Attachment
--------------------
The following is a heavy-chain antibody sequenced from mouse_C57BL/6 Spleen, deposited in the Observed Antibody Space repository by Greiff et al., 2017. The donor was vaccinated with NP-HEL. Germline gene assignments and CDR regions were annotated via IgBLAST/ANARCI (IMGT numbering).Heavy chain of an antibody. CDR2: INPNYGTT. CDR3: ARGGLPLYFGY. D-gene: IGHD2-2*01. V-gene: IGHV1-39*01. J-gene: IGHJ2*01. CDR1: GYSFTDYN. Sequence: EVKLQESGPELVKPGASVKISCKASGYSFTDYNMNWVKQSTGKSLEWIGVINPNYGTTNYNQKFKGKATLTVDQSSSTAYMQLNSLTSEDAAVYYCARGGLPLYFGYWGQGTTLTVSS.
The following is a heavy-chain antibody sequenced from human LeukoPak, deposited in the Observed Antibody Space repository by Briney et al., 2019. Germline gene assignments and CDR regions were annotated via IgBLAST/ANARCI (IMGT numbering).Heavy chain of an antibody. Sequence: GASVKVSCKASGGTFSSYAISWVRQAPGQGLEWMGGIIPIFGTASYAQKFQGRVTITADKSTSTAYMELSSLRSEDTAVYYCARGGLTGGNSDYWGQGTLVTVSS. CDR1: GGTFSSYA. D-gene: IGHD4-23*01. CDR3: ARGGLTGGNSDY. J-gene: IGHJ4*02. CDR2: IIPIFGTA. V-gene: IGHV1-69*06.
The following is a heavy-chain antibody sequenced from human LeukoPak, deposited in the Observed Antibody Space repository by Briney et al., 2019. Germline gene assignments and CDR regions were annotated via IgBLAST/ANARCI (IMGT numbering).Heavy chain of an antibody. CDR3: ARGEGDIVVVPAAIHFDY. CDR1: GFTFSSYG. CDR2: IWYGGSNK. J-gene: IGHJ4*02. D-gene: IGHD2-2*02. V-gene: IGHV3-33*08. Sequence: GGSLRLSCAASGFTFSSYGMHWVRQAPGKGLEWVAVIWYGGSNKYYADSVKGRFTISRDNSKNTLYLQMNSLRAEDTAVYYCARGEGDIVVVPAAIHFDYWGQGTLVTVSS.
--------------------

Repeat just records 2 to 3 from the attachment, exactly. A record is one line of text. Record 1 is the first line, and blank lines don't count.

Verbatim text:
The following is a heavy-chain antibody sequenced from human LeukoPak, deposited in the Observed Antibody Space repository by Briney et al., 2019. Germline gene assignments and CDR regions were annotated via IgBLAST/ANARCI (IMGT numbering).Heavy chain of an antibody. Sequence: GASVKVSCKASGGTFSSYAISWVRQAPGQGLEWMGGIIPIFGTASYAQKFQGRVTITADKSTSTAYMELSSLRSEDTAVYYCARGGLTGGNSDYWGQGTLVTVSS. CDR1: GGTFSSYA. D-gene: IGHD4-23*01. CDR3: ARGGLTGGNSDY. J-gene: IGHJ4*02. CDR2: IIPIFGTA. V-gene: IGHV1-69*06.
The following is a heavy-chain antibody sequenced from human LeukoPak, deposited in the Observed Antibody Space repository by Briney et al., 2019. Germline gene assignments and CDR regions were annotated via IgBLAST/ANARCI (IMGT numbering).Heavy chain of an antibody. CDR3: ARGEGDIVVVPAAIHFDY. CDR1: GFTFSSYG. CDR2: IWYGGSNK. J-gene: IGHJ4*02. D-gene: IGHD2-2*02. V-gene: IGHV3-33*08. Sequence: GGSLRLSCAASGFTFSSYGMHWVRQAPGKGLEWVAVIWYGGSNKYYADSVKGRFTISRDNSKNTLYLQMNSLRAEDTAVYYCARGEGDIVVVPAAIHFDYWGQGTLVTVSS.